November 30, 2015, 12:50p.m. – PRESIDENTIAL candidates can intensify their engagement with the estimated 22 million registered young voters by offering youth-oriented campaign platforms, panelists said in separate forums last Nov. 25.

In “Campaigns 2016,” organized by the Philippine Youth Congress at SMX Convention Center, panelists stressed that candidates should incorporate political and social issues with the interests of the youth, which is considered the voting majority. 

“One way of [strengthening] youth involvement is by supporting the Sangguniang Kabataan (SK) Reform Bill,” said Leon Flores III, executive director of Aksyong Kabayanihan para sa Organisadong Pagbabago, a national movement that describes itself as a group of “reform-minded” young people.

Akbayan party-list Rep. Ibarra Gutierrez III and Sen. Benigno Aquino IV, chairman of the Senate Committee on Youth, authored the SK Reform Bill which carries a prohibition against political dynasties.

Vic Buenaventura of Pilipinas Natin, a volunteer movement seeking to inspire “inner leadership and servanthood,” said the problem with tertiary education was the lack of initiative to teach beyond professionalization and “being employed.”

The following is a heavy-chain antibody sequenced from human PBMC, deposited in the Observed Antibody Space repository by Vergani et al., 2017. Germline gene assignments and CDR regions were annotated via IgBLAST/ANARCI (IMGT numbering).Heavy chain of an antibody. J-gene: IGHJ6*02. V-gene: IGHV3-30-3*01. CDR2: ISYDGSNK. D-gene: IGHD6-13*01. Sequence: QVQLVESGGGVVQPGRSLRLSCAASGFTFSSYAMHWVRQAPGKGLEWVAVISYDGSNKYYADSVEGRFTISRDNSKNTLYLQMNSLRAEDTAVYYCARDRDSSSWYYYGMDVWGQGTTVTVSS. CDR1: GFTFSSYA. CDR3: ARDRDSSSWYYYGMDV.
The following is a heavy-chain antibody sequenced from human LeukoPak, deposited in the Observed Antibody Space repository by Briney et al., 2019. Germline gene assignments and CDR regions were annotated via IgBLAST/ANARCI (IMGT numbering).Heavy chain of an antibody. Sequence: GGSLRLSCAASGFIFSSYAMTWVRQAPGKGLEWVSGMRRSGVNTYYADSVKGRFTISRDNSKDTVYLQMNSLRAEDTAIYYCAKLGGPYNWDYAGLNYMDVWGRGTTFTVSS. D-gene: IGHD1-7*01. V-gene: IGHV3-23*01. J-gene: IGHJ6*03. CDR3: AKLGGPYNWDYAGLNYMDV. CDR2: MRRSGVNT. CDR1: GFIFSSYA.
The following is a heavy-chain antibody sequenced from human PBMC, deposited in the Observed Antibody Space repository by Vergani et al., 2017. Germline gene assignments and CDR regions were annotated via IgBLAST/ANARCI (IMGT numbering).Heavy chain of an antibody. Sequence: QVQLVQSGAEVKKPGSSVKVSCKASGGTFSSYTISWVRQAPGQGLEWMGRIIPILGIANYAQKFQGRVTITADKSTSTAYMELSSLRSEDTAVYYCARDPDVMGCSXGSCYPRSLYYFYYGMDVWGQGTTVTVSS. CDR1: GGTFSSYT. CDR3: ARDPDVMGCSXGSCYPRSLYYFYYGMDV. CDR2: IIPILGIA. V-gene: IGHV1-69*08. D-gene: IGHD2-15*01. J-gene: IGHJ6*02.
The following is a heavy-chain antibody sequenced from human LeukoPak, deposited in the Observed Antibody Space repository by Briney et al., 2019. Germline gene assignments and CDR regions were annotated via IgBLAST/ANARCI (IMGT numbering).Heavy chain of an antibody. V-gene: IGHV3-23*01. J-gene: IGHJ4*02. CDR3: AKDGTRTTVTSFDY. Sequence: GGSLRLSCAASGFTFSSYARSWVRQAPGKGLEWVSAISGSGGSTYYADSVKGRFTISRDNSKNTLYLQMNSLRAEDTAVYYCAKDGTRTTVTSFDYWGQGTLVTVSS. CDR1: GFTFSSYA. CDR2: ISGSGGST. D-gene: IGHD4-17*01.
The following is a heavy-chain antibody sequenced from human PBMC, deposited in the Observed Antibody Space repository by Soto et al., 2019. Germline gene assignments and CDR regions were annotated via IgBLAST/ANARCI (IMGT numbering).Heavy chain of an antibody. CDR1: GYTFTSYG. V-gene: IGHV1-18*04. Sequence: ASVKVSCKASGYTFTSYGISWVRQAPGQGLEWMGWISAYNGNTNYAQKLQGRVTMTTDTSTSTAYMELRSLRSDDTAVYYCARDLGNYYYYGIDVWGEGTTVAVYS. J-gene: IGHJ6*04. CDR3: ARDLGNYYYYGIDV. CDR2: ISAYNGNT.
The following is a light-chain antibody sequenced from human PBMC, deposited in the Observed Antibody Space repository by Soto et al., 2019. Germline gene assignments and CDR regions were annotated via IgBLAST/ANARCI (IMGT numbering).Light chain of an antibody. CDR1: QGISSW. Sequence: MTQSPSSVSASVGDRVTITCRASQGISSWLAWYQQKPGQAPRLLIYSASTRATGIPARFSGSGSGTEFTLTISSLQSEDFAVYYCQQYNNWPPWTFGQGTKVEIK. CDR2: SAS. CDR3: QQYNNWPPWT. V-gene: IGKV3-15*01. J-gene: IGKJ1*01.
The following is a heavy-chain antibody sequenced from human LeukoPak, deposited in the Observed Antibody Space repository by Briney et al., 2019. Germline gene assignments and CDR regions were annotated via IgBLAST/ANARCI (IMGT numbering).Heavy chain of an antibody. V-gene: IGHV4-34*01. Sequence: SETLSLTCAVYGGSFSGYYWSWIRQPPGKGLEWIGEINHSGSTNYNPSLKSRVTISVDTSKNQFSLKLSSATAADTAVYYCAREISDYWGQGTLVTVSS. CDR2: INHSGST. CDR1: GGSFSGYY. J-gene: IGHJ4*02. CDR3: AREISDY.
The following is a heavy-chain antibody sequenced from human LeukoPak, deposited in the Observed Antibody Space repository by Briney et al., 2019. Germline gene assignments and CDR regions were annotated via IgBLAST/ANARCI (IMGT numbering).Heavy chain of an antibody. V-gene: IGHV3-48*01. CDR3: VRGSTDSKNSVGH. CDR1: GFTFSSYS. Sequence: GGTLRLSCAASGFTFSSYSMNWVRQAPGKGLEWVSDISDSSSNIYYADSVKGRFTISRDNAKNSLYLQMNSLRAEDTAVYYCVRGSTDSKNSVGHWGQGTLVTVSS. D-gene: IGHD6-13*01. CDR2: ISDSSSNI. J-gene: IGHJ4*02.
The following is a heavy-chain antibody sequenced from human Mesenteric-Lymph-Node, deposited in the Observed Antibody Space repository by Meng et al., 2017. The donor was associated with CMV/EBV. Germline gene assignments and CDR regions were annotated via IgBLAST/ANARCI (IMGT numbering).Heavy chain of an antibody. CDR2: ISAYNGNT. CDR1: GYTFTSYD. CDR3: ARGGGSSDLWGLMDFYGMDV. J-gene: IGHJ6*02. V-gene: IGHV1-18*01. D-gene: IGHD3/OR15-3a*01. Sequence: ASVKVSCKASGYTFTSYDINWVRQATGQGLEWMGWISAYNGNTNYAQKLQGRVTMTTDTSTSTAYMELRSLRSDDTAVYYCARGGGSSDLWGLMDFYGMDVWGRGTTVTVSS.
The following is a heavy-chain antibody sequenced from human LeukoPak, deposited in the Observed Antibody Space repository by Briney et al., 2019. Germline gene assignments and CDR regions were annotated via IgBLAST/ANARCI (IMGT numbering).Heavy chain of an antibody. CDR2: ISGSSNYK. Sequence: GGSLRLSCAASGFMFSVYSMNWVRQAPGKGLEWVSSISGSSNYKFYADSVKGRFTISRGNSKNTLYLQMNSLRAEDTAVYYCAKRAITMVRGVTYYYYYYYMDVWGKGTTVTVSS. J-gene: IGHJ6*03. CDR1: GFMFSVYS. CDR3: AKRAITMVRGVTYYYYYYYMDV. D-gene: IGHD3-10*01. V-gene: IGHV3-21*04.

Power in numbers

The role of the youth in the upcoming national elections was the focus of a forum with national Commission on Elections (Comelec) public information head James Jimenez at the UST Martyr’s Hall. 

“People need to appreciate that elections are not just routines happening [in the country],” Jimenez said. “Elections are a series of decision points in our democratic lives. [Y]ou can either continue what you started or start on an entirely different direction.”

The youth sector, consisting of individuals 18 to 34 years of age, accounts for at most 37 percent of the voting population of the Philippines.Given that President Benigno Aquino III got approximately 15 million votes in the 2010 national elections, Jimenez said the youth sector alone could dictate who would be the next president.

“The youth are more likely to identify the most relevant needs [of the country],” Jimenez told students from the Ecclesiastical Faculty of Philosophy. “Politicians make a lot of campaign promises, [and you have to] expose the emptiness in those words.”

“The Role of the Youth” forum-seminar was organized by the Faculty of Philosophy Students Forum. John Paul Corpuz, Monica M. Hernandez, and Alhex Adrea M. Peralta


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